Third, GAO noted that the Navy's investigation relied heavily on the assertions made by the two former PMs regarding the scope of their Serco knowledge and participation in BAH's proposal activities. However, GAO concluded that their representations were in direct conflict with the documents provided in the record. Numerous examples were cited, such as Jones asserting that he "did not see information about Serco's labor rates" during his time as PM. However, emails produced showed requests addressed to Jones asking him to concur on hiring specific Serco personnel at specific rates. 

Based on these findings, GAO rejected the Navy's investigation and its finding that there was no evidence of unfair competitive advantage arising out of the hiring of Jones and Smith as unreasonable. Instead, BAH had "access to information that was not public and was competitively useful." GAO recommended the Navy either (1) disqualify BAH's proposal altogether or (2) take steps to mitigate the impact of the information provided by Jones and Smith and seek revised proposals. 


There are several key takeaways from the Serco decision, including: 

  • Contractors must look at the specific facts of their procurement. GAO's decision is notably light on any legal discussion. Aside from a brief mention of the principles of FAR 3.1 and 9.5 which prohibit organizational conflicts of interest (OCI) in government procurements, the discussion centers almost exclusively around the specific facts of the procurement. Thus, when contractors analyze their own potential OCI issues, they need to pay particular attention to (1) the circumstances surrounding their procurement, (2) the role the hired official had while in government and how it relates to the procurement, (3) the type of information the hired official had access to, and (4) the activities the official will play in the proposal process and the information they will provide. Any inquiry by a contractor will be highly fact-specific.
  • Even the appearance of unfair competitive advantage can be disqualifying. To the consternation of contractors, there are not many bright-line rules for what does and does not constitute an OCI. The broad language of FAR 3.101 reiterates that notion. It reads: "Government business shall be conducted in a manner above reproach…The general rule is to avoid strictly any conflict of interest or even the appearance of a conflict of interest in Government-contractor relationships." Thus, contractors must consider that the employment of former government officials, while not actually an OCI, may have the appearance of impropriety.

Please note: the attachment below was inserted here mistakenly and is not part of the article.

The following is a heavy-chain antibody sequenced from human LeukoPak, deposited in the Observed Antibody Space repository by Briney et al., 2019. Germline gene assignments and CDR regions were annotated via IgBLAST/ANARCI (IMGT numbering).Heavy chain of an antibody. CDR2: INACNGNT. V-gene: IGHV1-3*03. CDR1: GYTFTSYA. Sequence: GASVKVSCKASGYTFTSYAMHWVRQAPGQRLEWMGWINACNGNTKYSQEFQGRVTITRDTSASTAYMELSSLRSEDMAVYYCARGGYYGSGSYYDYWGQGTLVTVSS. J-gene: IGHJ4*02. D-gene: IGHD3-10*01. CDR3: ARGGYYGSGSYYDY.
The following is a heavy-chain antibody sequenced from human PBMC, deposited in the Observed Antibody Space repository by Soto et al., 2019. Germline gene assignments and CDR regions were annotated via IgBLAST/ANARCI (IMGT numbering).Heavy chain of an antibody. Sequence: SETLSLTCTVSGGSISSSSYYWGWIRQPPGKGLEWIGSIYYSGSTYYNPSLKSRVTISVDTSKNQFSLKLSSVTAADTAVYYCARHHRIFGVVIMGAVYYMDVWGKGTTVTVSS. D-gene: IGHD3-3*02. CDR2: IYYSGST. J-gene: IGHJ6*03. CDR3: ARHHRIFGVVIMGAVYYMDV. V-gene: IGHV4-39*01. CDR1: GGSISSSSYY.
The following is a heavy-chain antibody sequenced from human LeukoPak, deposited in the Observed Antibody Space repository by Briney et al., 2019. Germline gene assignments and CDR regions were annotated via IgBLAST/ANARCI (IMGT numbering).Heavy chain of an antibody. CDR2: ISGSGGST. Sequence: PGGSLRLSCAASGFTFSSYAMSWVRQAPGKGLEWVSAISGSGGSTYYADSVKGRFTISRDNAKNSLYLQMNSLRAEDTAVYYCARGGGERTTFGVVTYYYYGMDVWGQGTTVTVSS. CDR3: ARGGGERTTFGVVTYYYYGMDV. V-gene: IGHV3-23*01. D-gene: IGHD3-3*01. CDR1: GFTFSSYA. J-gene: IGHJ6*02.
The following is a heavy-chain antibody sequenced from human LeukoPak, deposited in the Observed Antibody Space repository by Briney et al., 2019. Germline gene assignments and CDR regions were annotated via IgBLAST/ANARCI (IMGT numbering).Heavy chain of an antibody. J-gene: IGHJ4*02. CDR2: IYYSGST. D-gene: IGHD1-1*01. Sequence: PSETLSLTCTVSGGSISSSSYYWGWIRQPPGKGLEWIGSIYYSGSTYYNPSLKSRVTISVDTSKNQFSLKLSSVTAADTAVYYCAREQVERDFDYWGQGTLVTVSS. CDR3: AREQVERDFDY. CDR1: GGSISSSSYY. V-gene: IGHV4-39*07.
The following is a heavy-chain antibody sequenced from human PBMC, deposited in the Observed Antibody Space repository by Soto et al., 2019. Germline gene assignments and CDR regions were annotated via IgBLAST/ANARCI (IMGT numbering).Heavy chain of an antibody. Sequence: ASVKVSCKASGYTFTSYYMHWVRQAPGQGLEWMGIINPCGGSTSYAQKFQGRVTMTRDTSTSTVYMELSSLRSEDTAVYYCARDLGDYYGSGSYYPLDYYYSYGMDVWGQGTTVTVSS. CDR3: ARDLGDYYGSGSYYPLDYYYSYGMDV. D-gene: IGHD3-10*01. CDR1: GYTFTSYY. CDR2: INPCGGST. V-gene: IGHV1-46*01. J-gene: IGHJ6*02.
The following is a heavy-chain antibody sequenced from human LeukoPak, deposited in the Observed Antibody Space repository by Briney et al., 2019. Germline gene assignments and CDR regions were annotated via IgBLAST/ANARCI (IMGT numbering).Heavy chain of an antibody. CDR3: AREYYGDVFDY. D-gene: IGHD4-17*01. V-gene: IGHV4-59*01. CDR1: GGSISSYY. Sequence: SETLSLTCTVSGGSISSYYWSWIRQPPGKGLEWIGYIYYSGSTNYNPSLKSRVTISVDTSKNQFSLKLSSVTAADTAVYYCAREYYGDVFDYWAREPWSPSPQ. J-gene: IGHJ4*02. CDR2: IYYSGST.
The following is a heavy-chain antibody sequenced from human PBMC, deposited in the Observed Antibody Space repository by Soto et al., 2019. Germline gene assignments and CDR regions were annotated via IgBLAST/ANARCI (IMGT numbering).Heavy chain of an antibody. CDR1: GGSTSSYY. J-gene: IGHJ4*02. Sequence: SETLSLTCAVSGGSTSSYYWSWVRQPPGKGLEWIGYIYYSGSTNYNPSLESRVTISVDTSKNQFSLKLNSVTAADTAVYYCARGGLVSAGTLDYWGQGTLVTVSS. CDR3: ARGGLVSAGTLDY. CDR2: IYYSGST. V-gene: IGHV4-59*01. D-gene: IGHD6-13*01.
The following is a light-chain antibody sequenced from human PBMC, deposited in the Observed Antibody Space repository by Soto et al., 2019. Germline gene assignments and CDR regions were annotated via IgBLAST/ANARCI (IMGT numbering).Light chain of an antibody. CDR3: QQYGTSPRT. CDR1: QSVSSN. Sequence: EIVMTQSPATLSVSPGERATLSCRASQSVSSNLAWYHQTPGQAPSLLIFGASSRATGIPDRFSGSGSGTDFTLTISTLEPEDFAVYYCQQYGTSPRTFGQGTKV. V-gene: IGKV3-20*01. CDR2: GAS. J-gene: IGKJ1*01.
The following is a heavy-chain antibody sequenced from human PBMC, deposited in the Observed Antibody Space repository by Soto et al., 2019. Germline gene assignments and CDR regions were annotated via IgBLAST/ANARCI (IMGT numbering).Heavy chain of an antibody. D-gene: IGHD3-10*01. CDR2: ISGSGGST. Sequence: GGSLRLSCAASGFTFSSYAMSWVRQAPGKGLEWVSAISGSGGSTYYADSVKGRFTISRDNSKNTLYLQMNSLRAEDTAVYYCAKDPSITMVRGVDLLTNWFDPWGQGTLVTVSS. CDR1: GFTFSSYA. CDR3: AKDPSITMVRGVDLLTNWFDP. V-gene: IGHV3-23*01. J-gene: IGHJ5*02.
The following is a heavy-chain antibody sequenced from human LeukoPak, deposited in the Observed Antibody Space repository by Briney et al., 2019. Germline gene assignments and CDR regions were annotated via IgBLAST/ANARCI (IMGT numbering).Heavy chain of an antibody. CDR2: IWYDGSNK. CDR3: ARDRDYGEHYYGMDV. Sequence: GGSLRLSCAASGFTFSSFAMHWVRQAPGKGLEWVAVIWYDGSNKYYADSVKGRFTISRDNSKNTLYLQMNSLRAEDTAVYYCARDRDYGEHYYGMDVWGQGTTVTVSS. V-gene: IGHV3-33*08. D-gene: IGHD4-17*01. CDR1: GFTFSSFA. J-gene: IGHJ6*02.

• Recent access to competitively useful information may be dispositive. GAO noted that when an offeror chooses to hire former government officials who have had recent access to competitively useful information, and uses those officials to assist in proposal efforts, GAO "will assume that the offeror benefited from the information." In doing so, GAO has provided one bright-line rule to contractors: do not hire former government officials if they have had recent access to competitively useful information. Or at the very least, place limitations on the official's involvement in the proposal process or the information they provide. Otherwise, a (successful) protest may not be far off. 
  • The consequences of an OCI can be severe. The Serco decision may lead to the elimination of BAH from the SEA 21 task order competition, given that GAO's first recommendation is to disqualify the contractor. Alternatively, GAO instructs the Navy to mitigate the unfair advantage Jones and Smith provided, which could be a difficult task. Thus, if the Navy does allow for revised proposals and BAH is awarded again, it seems likely another protest from Serco will follow. 

If you have any questions about the Serco decision or the hiring and use of former government officials, please contact one of the Miller & Chevalier attorneys listed below. 

Jason N. Workmaster,, 202-626-5893

Alex L. Sarria,, 202-626-5822

Connor W. Farrell,, 202-626-5925


1GAO's decision uses the pseudonyms "Jones" and "Smith" to not disclose the names of specific individuals.